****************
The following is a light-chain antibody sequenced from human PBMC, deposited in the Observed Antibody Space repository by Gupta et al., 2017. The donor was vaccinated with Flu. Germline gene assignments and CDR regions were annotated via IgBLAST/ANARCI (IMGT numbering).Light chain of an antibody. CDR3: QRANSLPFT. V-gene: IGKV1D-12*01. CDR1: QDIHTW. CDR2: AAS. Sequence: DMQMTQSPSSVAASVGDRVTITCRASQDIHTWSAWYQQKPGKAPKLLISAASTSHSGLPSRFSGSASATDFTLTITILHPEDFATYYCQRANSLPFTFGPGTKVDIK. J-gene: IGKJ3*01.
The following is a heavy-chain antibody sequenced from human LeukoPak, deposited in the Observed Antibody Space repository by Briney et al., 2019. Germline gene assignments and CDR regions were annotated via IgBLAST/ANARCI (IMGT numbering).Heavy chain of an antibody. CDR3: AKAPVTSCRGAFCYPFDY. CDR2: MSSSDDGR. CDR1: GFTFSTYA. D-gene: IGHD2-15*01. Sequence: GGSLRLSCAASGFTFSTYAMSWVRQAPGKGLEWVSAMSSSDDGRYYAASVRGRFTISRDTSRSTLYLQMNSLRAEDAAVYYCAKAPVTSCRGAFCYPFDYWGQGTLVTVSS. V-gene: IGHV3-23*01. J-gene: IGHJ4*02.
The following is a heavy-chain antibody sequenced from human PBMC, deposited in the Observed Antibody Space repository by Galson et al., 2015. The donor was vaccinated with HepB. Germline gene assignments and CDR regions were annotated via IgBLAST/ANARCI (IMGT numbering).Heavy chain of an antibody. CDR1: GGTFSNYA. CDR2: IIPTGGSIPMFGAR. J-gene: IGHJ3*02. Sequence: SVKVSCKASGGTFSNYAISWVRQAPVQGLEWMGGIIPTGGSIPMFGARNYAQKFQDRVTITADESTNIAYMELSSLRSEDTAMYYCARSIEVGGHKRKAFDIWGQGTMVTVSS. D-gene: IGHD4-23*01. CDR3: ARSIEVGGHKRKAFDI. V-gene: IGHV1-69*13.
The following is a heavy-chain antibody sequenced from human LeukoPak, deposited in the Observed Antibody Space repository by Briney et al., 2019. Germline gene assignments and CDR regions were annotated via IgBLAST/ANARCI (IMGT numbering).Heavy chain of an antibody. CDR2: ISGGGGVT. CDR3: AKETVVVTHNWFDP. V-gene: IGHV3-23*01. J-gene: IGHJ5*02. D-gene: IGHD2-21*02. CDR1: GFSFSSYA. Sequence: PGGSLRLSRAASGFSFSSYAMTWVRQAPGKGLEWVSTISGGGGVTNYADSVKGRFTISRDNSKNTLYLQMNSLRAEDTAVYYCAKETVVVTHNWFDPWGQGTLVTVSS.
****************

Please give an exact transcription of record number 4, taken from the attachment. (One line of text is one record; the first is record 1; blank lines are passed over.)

The following is a heavy-chain antibody sequenced from human LeukoPak, deposited in the Observed Antibody Space repository by Briney et al., 2019. Germline gene assignments and CDR regions were annotated via IgBLAST/ANARCI (IMGT numbering).Heavy chain of an antibody. CDR2: ISGGGGVT. CDR3: AKETVVVTHNWFDP. V-gene: IGHV3-23*01. J-gene: IGHJ5*02. D-gene: IGHD2-21*02. CDR1: GFSFSSYA. Sequence: PGGSLRLSRAASGFSFSSYAMTWVRQAPGKGLEWVSTISGGGGVTNYADSVKGRFTISRDNSKNTLYLQMNSLRAEDTAVYYCAKETVVVTHNWFDPWGQGTLVTVSS.